Stage Race Sunday!
Who’s coming to play in the desert this year?

A veteran of Death Valley, Laurie Miller comes to us via Winthrop, Washington – where snow substitutes for sand in her race prep.

Marital Status: Married   
Number of Children: 2 of my own and 1 step daughter/ 6 grandchildren
Occupation: full time wife and grandma; part time Forest Service Employee
Years running: Not that many
Years running ultras: 1 year
Ultras I have done: Bigfoot 40

Favorite race and why: Death Valley. For years I had wanted to run a marathon but life had different ideas. After some major life changes I grabbed ahold of that dream again and started training. My husband missed me while I was training so he started running with me! We ran the race together in the back of the pack with several other couples. It was the best!!! My son also meet us there and ran too!! What could make a woman happier…. running a race through beautiful country and having your spouse and son with you!!!!

Best results in races: hahaha Always in the back 1/3.

Tell us something about yourself, running related or other: When I asked my kids and grandkids how I should answer this question they all had the same response…” crazy”. I never see myself that way…. I see myself as someone who likes to do stuff. I read about this race when it first started and immediately wanted to do it even though I was not a consistent runner. I love the desert and I love a good challenge!! Years have gone by and I am now in my 60’s…. so I decided I better get signed up! I am not fast(soooo far from it) but I am persistent and determined!! So here I come!!!! So excited !!

What’s your favorite way to train for Desert RATS: Sand training in the snow 🙂 Consistent running and running with a pack always.

What are your goals for Desert RATS: To embrace the desert. To push myself further than I ever have before. To enjoy the experience with other racers! And to make some new friends!


Stage Race Sunday!
Who’s coming to play in the desert this year?

Phil “Macho Man” Pinti, hailing from Columbia, MD, is back for his second crack at the Kokopelli!

Marital Status: Widower
Number of Children: 2
Occupation: 1.) Dad, 2.) Analyst
Years running: 15
Years running ultras: 3

Ultras I have done: Labor Pain 12 Hour Endurance Race (50 mile x2; 2017, 2018) (Pretzel City Sports), Mid-Maryland 50K (x3 2017, 2018, 2019) (Bullseye Running), Stone Mill 50 Miler, Schuylkill River 50k, Desert RATS Kokopelli 150 (2018), Devil Dog 100K (Devil Dog Ultras).

Favorite race and why: The Desert RATS race: This stage race was everything I hoped it would be, and more. The race is a class act from the bottom up and being immersed with such stellar athletes for a week out in the desert is life changing. . . “It’s only once we venture to our absolute limits do we realize our true potential.”

Best results in races: Dam Yeti 50K (Yeti Trail Runners) in Damascus, VA. June 2nd 2018; 5th place male; 9th place overall.

Tell us something about yourself, running related or other: I like to live by Bart Yasso’s quip, “Never Limit Where Running Can Take You.” Many of the challenges and difficulties we face in life (and running) are self imposed. . . release the chains of self doubt and embrace your Life.

What’s your favorite way to train for Desert RATS: Running hill repeats near my children’s school, and by running “off of the grid,” sans Garmin, watch, and cell phone and just enjoy the act of being out in nature, untethered to technology… helps when running in the desert for hours on end.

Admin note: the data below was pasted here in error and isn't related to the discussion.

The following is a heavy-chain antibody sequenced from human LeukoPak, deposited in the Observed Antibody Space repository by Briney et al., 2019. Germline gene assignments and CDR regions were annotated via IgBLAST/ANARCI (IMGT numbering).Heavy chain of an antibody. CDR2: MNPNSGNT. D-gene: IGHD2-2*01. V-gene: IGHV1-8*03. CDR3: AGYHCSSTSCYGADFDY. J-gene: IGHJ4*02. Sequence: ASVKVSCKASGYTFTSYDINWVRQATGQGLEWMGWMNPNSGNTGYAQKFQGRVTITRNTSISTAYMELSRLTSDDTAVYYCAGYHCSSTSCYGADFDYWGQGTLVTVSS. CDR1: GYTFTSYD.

What are your goals for Desert RATS: Having completed the Desert RATS race last year I’m looking forward to every moment of the adventure in 2019. I’m excited to meet the new class of Desert RATS family and my (training) motivation is fostered in the collective physical feats of endurance, ‘ultra’ knowledge and experience, and unmasked personalities of this year’s RATS family. Looking forward to make you acquaintance! And to be reacquainted with the Desert RATS Staff and volunteers, y’all are the best crew a runner could ask for… I’ve missed you all.

Friday, 18 January 2019 09:24

Annual Planning


Annual Planning

By Brian Passenti – Altitude Endurance Coaching

Desert RATS Champion, Leadman, Family man, Coach, Endurance Sports Enthusiast & Pizza Connoisseur

So, this is our year. This is the year we achieve those goals. This is the year where we make our mark.

Many of us have created some sort of plan- maybe a New Years Resolution, some sort of racing and training goals for the coming year.

These athletic goals focus around races and events we have scheduled and signed up for. Maybe you won a coveted spot in one of the Ultra Lotteries, or you are attempting your first 50k, or 5k.

They all need a plan. Most likely you have made a resolution before, and on occasion you started at training day one and train your butt off till training day 260 (this year Aug 17th) and nailed your event! Let’s be real here… that rarely happens. Ask me how I know…?

“A goal without a plan is just a wish” Antoine de Saint-Exupéry

From training day one to that race on your calendar there is so much wiggle room, so many opportunities to fall prey to defeat.”I will start tomorrow”, or “on Monday..” All that negative self doubt that maybe “I cant….”

Well, I believe you CAN and I have a couple ideas on how you can better prepare yourself and plan ahead. I try and think of my year of training as an ultramarathon. I try and plan for it similarly to an ultra in a couple of ways:

1. How to eat an elephant (ask my friend Reid!).
It’s tough for me to think of a 100 mile ultramarathon in its entirety, even though I have completed a few. Just standing at the starting line and thinking that I have 100 miles ahead of me is overwhelming.